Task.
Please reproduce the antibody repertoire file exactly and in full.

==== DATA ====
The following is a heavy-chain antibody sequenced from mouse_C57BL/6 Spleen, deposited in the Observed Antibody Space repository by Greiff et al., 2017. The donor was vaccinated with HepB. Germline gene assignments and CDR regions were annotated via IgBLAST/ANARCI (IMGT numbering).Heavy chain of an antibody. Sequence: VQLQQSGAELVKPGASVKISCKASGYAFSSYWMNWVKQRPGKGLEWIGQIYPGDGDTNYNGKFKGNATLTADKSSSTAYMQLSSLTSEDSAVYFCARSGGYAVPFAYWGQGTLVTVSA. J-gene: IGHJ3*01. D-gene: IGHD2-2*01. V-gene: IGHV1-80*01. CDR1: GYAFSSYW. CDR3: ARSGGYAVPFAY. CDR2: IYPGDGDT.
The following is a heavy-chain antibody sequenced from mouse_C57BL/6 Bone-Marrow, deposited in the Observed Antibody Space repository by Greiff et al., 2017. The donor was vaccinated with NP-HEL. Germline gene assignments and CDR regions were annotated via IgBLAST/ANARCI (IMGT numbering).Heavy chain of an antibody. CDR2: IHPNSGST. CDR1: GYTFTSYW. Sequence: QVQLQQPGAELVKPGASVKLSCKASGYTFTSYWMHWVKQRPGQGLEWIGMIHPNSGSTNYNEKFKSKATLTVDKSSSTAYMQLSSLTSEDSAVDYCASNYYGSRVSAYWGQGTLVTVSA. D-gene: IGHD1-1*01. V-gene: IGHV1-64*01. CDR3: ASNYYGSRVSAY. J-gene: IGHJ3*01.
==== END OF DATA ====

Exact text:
The following is a heavy-chain antibody sequenced from mouse_C57BL/6 Spleen, deposited in the Observed Antibody Space repository by Greiff et al., 2017. The donor was vaccinated with HepB. Germline gene assignments and CDR regions were annotated via IgBLAST/ANARCI (IMGT numbering).Heavy chain of an antibody. Sequence: VQLQQSGAELVKPGASVKISCKASGYAFSSYWMNWVKQRPGKGLEWIGQIYPGDGDTNYNGKFKGNATLTADKSSSTAYMQLSSLTSEDSAVYFCARSGGYAVPFAYWGQGTLVTVSA. J-gene: IGHJ3*01. D-gene: IGHD2-2*01. V-gene: IGHV1-80*01. CDR1: GYAFSSYW. CDR3: ARSGGYAVPFAY. CDR2: IYPGDGDT.
The following is a heavy-chain antibody sequenced from mouse_C57BL/6 Bone-Marrow, deposited in the Observed Antibody Space repository by Greiff et al., 2017. The donor was vaccinated with NP-HEL. Germline gene assignments and CDR regions were annotated via IgBLAST/ANARCI (IMGT numbering).Heavy chain of an antibody. CDR2: IHPNSGST. CDR1: GYTFTSYW. Sequence: QVQLQQPGAELVKPGASVKLSCKASGYTFTSYWMHWVKQRPGQGLEWIGMIHPNSGSTNYNEKFKSKATLTVDKSSSTAYMQLSSLTSEDSAVDYCASNYYGSRVSAYWGQGTLVTVSA. D-gene: IGHD1-1*01. V-gene: IGHV1-64*01. CDR3: ASNYYGSRVSAY. J-gene: IGHJ3*01.